For pro-Bush propagandists such as O’Reilly and Ailes, the real secret to covering the Bush Administration is not covering the Bush Administration, not with any sort of critical eye at least. Ailes understands better than anyone that Bush’s handlers are working night and day to sculpt a public image, to generate photo ops and spew carefully tailored rhetoric that Bush will inevitably deliver like a fourth-grader reading a book report in class that his sister wrote for him. Good propaganda seeks to amplify the public image and, at all costs, avoid contradicting it. On “The Factor,” you’ll rarely see an attempt to penetrate whatever image, idea, or explanation is being projected to the world. As O’Reilly tells it, Bush is basically a nice, honest guy who believes in less intrusive government. O’Reilly demonstrates no inclination to shed the same critical light on the Bush presidency that he shines on liberal icons such as Janet Reno, Jesse Jackson, and, of course, the Clintons. And he won’t. While FOX News may criticize Bush’s political maneuvering, his handling of the war (how can you not?) or his ability to “sell his ideas” to the American people, they won’t criticize Bush’s sincerity or honesty. This, of course, would threaten the bottom-line of post-Clinton conservative propaganda: Democrats dishonest and immoral/Republicans honest and moral.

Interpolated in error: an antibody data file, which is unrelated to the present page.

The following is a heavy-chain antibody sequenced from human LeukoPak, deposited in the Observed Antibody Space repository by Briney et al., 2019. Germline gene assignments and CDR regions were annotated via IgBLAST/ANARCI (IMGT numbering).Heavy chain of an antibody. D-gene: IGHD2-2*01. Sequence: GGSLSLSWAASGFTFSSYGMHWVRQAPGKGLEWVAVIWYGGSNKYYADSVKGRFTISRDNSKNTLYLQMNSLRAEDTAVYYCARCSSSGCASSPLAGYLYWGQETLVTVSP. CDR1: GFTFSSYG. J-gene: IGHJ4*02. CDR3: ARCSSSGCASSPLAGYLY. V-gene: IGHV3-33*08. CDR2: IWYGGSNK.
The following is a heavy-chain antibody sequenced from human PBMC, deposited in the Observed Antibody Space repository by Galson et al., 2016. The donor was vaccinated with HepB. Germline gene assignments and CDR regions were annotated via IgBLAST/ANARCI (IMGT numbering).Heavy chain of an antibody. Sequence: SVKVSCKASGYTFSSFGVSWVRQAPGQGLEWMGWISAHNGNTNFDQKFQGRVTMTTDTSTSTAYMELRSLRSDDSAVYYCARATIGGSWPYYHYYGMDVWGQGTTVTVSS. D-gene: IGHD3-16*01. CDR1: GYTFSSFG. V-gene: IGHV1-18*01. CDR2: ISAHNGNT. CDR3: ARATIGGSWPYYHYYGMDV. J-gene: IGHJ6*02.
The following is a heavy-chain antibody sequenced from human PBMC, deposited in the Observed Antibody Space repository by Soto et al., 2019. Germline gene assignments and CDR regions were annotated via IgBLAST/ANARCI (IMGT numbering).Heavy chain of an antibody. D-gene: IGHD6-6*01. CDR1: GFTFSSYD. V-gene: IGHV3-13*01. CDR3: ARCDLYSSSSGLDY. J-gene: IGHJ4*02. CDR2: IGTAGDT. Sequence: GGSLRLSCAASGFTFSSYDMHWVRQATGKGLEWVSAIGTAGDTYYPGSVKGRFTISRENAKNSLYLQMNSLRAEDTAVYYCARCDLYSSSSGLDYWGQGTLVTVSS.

Based on “The Factor’s” coverage of Bush, as well as its treatment of the other issues highlighted above, it is apparent that Ailes and O’Reilly are hardly dedicated to providing “fair and balanced” journalism. O’Reilly’s show is not about truth, it’s about propaganda. And it’s about power. O’Reilly knows that the media has the power to shape public opinion, and he gets off on it. One of the watershed moments in the history of “The Factor” came when O’Reilly greeted Al Gore’s former campaign manager with the following: “Did you know that Al Gore would have won the election if he had come on The Factor? We have many viewers in Florida, and if had come on here and taken the hard questions and acquitted himself well, I believe he would have won the election.” Note that O’Reilly was not speculating that Gore might have won if he came on the show, he was telling Gore’s campaign manager that he absolutely would have. Thus, the entire fate of the 2000 presidential campaign, the most powerful office in the free-world, all came down to an interview, or lack thereof, with Bill O’Reilly? And he calls the so-called liberal elite media “condescending?” Can you say meg-a-lo-maniac? Good, because Bill O’Reilly is a dangerous guy. Or at least he would like to be. Hiding behind his self-constructed persona as a “man of the people,” Bill O’Reilly is really an angry man with an agenda and a belief that he’s powerful enough to sell it and you’re stupid enough to buy it.

 

Man Down: Pats Face Uncertain Season Without Brady